<style type="text/css">
.container {
	width: 300px;
	background-color: Gainsboro;
	padding: 10px;
	text-align: justify;
}

.image {
	float: left;
	margin: 0 10px 10px 0;
}

.footer {
	background-color: Azure;
	text-align: center;
	clear: both;
}
</style>

<div class="container">
	<img src="http://www.css3-tutorial.net/images/logo.png" class="image">
	Lorem ipsum dolor sit amet, consectetur adipiscing elit. Sed auctor placerat metus, sit amet egestas dui rutrum sed.
	<div class="footer">Footer</div>
</div>

The trick here is to utilize the clear property right before the content which you want to stay away from the floated content. In this case, we can simply apply it to the footer element, because it holds the content that we want out of the floated area, but in other situations, you may want to simply add an invisible div element to stop floating - this will be demonstrated in the next example.

The problem with collapsed parent element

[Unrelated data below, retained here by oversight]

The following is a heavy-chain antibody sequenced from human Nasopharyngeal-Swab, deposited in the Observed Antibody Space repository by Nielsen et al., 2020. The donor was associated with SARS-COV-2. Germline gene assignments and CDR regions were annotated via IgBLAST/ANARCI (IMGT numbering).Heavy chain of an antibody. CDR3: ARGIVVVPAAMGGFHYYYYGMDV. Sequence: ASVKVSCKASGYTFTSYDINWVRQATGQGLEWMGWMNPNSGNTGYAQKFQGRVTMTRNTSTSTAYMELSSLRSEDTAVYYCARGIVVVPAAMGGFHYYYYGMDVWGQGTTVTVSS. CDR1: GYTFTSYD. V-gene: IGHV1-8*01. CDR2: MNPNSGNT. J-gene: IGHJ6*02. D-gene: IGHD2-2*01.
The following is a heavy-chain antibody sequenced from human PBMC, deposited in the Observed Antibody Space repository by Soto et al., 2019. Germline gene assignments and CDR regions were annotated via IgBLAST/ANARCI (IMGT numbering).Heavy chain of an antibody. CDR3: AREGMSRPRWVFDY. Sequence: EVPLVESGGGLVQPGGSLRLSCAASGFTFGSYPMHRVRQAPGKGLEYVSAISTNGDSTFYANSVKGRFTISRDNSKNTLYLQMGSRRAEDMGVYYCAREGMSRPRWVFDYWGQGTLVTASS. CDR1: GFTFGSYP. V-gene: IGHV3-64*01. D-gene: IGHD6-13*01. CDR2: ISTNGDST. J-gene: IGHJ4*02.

Another very common problem with floats is the issue of the collapsing parent element. Consider this example:

<style type="text/css">
.parent {
	background-color: Gainsboro;
}

.child {
	float: left;
	margin: 10px;
	background-color: CornflowerBlue;
	width: 50px;
	height: 50px;
	padding: 5px;
}
</style>

<div class="parent">
	<div class="child">Box</div>
	<div class="child">Box</div>
	<div class="child">Box</div>
</div>

Try it out and see if you can spot the problem. That's right - the parent element is not visible at all! You should have been able to see it because of the gray background color, but instead, the three floating elements just sit there as if they had no parent.